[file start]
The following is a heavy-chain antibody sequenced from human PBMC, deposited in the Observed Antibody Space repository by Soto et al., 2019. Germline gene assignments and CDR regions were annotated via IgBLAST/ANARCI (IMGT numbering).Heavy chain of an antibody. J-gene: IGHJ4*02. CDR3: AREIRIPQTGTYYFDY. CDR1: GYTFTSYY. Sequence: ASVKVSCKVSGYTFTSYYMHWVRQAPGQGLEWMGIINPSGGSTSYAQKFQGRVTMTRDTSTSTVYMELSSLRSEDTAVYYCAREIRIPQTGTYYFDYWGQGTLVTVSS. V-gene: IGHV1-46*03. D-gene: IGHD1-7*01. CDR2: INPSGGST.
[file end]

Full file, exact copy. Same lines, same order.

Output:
The following is a heavy-chain antibody sequenced from human PBMC, deposited in the Observed Antibody Space repository by Soto et al., 2019. Germline gene assignments and CDR regions were annotated via IgBLAST/ANARCI (IMGT numbering).Heavy chain of an antibody. J-gene: IGHJ4*02. CDR3: AREIRIPQTGTYYFDY. CDR1: GYTFTSYY. Sequence: ASVKVSCKVSGYTFTSYYMHWVRQAPGQGLEWMGIINPSGGSTSYAQKFQGRVTMTRDTSTSTVYMELSSLRSEDTAVYYCAREIRIPQTGTYYFDYWGQGTLVTVSS. V-gene: IGHV1-46*03. D-gene: IGHD1-7*01. CDR2: INPSGGST.